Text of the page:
The missions are divided into groups called graphs. Each graph is capped by a terminus mission, which, when completed, unlocks the next graph. In order to unlock the terminus mission for the graph, you’ll need to attempt each mission at least once and earn a certain number of stars between all of the other missions in that graph. This means if you don’t like mining but can survive combat, you can get higher star values on those missions to make up for a 0-star rank in the mining mission. I was honestly excited about the idea of what Timelines could have been, but I feel the execution is a bit lacking. It’s a good thing then that the best part of Timelines in my opinion is the free 7.0 update that everyone gets regardless of your decision to purchase timelines or not. Before shifting focus to that though, I will note here that at the time of writing, there is currently a 7.10 patch in beta that will address a few concerns with the progression line and a certain ship that’s just a bit too drifty in the second race. I have not had the chance to test this, however.

The 7.0 update itself is both massive and minor at the same time. The minor part is that the UI overall has been updated slightly. This slight change though is the major part as it adds so many new possibilities for accessibility and customization. You can now change every possible UI color on either a per color or per element basis. The game even supports custom color profiles so you can save your favorite setups. On top of this, many actions have had voiced announcements added and just a lot more text to speech overall. AI flight pathing for fleets and capital ships has also seen a massive improvement. The most noticeable change though will probably be the addition of new E variant Teladi and Argon capital ships. These E variants are more in line with modern DLC capital ships, allowing them to better hold off the hostile factions in the universe. This completely changes the entire dynamic in such a way that you won’t often see cases where the entire map turns red after around a day or two of gameplay. This allows most factions to have bubbles of relative safety for you to get stuck in and build up your empire. For those who still like a rough start, there’s still Split territory, but even that is relatively stable compared to previous versions. The final key update is the fact that new control options have been added to modernize the game for better controller and steam deck play. This takes the form of a pair of radial menus you can now bind functions onto. This improves playability for many different control types. They even added a few new default profiles for common hardware and updated existing profiles to take advantage of the new radials where needed.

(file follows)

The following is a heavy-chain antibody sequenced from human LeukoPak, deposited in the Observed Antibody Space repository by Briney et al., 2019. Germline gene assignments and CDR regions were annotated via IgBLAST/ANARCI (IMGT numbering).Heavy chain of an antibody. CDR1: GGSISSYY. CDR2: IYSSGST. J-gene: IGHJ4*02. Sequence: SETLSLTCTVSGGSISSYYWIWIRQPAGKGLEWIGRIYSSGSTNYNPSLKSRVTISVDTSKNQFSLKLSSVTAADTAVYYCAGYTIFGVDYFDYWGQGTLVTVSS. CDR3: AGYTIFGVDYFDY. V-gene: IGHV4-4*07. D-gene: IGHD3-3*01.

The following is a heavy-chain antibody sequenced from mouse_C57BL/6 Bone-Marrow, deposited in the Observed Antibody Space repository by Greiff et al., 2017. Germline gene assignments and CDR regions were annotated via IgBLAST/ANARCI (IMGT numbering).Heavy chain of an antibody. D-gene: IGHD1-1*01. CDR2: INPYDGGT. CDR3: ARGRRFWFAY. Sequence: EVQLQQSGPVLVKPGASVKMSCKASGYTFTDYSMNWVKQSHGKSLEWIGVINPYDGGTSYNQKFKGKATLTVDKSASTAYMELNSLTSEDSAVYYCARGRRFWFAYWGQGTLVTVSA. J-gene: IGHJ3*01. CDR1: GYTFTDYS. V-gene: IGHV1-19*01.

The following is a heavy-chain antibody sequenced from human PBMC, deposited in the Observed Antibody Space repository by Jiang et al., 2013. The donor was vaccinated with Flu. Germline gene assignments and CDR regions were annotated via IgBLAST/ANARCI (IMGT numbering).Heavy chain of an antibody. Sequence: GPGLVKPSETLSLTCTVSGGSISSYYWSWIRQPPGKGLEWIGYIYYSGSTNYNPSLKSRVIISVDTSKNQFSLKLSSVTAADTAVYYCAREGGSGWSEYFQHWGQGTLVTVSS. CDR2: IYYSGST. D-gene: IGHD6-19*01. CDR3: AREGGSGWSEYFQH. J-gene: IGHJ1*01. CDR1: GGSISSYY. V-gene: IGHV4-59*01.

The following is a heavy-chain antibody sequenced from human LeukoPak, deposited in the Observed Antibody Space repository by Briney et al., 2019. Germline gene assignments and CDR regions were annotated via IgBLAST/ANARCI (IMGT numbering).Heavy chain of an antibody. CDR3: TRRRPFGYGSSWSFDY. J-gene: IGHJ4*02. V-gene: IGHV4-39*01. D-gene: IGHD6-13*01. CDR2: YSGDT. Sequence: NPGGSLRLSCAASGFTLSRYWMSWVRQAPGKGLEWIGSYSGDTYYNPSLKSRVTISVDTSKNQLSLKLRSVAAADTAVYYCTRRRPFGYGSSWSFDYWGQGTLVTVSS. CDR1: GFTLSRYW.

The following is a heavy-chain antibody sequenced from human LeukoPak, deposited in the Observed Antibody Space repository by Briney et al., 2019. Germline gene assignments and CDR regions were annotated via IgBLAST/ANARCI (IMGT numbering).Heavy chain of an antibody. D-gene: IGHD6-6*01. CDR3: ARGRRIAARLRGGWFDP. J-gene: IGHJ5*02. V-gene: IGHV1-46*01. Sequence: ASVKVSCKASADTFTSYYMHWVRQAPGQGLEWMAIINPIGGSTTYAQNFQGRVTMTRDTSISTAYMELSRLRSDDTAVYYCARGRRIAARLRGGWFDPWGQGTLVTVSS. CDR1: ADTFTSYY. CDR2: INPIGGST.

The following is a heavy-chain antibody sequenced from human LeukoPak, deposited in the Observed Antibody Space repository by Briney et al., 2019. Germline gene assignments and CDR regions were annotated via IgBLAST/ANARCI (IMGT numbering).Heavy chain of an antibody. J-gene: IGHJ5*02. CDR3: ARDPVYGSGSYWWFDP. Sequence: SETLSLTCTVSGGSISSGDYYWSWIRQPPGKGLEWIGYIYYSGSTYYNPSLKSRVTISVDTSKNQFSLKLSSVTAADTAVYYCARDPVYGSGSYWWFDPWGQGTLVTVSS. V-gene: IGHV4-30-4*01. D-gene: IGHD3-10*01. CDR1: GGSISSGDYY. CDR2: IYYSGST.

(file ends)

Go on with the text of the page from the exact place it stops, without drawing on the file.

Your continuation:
Honestly, the best part of Timelines is probably going to be that free update, at least for most people. The design surrounding the timelines missions is decent at best and frustrating at worst. The unlockables add some interesting things to the Open Universe mode, but they aren’t likely to sway anyone on their own. In my view, Timelines is recommended only for those who are either long-time fans of the series looking to re-experience some historic franchise moments in a new light, new players who get curious about the lore after playing around in the sandbox mode for a while, or just those who want to support Egosoft’s great work on the update as a whole. In terms of rating only the additional content added by the expansion.


  • Unique mission-based take on X4 gameplay
  • Interesting storyline
  • Returning classic ships from franchise history.


  • Frustrating mission designs (mirrors base game)
  • Potentially lackluster rewards
  • Separation from open universe mode saves.

GlitchedVision gives X4: Timelines a Drastik Measure of 6.5 out of 10.0 (65)